• Sometimes you can leave a message. Pray about the situation and release it to God. Let it go to God and get on with life. “Commit your way to the Lord..” Psalm 37
    • Don’t allow yourself to begin to “whine” and blame God or others for your frustration. There is a real danger of developing resentment against those you feel have put your life on hold. Live as unto the Lord. Rejoice in the Lord. In everything give thanks.
    • Be willing to “hang up” the phone and be confident that God knows your number and will call you when He’s ready. What if I’m out? He’ll leave a message. Sometimes you just need to hang up and get on with life! Let Go!
    • Find some practical things to do while on hold. Live each day as it comes. Find purpose in each day’s plans and activities. Develop personal disciplines of time use and accomplishment.
    • Make the very best of your present situation. Learn to be content in all circumstances. Realize – Remember – Know that each day is now. Each day is part of the reality of your life. Tomorrow is probable but not certain.
    • You do have today. This is your reality. This is your life! Live the life you have. Make it purposeful. Seek to live with purpose and integrity while “on hold.” You may find you’re not on hold after all! You may find purpose and satisfaction in the very thing you felt was “holding you” from purpose and satisfaction.

Life on Hold… I Don’t Have Time For This!

After many years of pretty intense ministry activity, developing the Bible Training Centre in Jamaica, then going to the UK and developing the schools there and then launching into training pastors in Africa, the winter of 1999-2000 I found myself in an isolated log house in the remote mountains of Central Oregon and I began to feel as if life was over and effective ministry was finished. I knew better. I knew that God had given us this opportunity to rest and reflect, but I still felt that life was “on hold” nonetheless! I thought, “I haven’t got time for this! Doesn’t God know the clock is ticking?”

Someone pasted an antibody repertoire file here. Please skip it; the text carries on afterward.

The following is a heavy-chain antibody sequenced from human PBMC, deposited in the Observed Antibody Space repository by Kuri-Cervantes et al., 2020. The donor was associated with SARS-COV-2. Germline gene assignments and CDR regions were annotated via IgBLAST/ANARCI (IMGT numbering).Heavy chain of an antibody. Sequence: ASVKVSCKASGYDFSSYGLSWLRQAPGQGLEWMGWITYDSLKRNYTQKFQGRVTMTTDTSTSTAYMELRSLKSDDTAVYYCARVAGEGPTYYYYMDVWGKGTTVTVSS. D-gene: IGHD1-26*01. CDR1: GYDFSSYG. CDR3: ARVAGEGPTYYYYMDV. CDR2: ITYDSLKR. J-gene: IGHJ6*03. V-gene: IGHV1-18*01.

During this time three good friends spoke honestly to me in a season when I was feeling that my life was “on hold.” Hugh Laybourn spoke to me of future hope and encouraged me to look up and ahead. Darryl Rodman spoke to me of rest and refreshing to renew strength and prepare for a new level of ministry. Ray Stokes spoke to me of past achievements and of my present attitude and encouraged me to appreciate and make the best of the current situation. All three were very helpful. Do you have someone who can “speak the truth in love” and caringly confront you?

Out of months or sometimes years of “being on hold” may come one insight, one revelation of grace and truth that turns your lump of charcoal into a diamond.

Live life, then, with a due sense of responsibility, not as men who do not know the meaning of life, but as those who do. Make the best use of your time, despite all the evils of these days. Don’t be vague, but grasp firmly what you know to be the will of the Lord.  (Ephesians 5:15-17 JBP)

There is a sense in which for the committed believer, life is never on hold. God is working on us and in us in every delay, every frustrating experience, every setback we experience. God works in us so that He can more effectively work through us.

I hope you find some insight in my “On Hold” story that is helpful to you. I still struggle with some of these things. For me, the nature of my learning and growth, the nature of my slow progress from who I am to who I want to be usually involves more than one experience in the process of learning the important lessons. The most important thing is to keep going. Let God determine how many lessons it takes. Keep showing up. Keep responding to the grace God sends your way. Don’t quit!

So do not throw away your confidence; it will be richly rewarded. 36 You need to persevere so that when you have done the will of God, you will receive what he has promised. (Hebrews 10:35-36 NIV)

 As always, I’d love to hear from you and I welcome your comments and questions. If you’re reading on the blog, leave a comment below. If you’re reading from the email, click “Reply” and tell me what you’re thinking.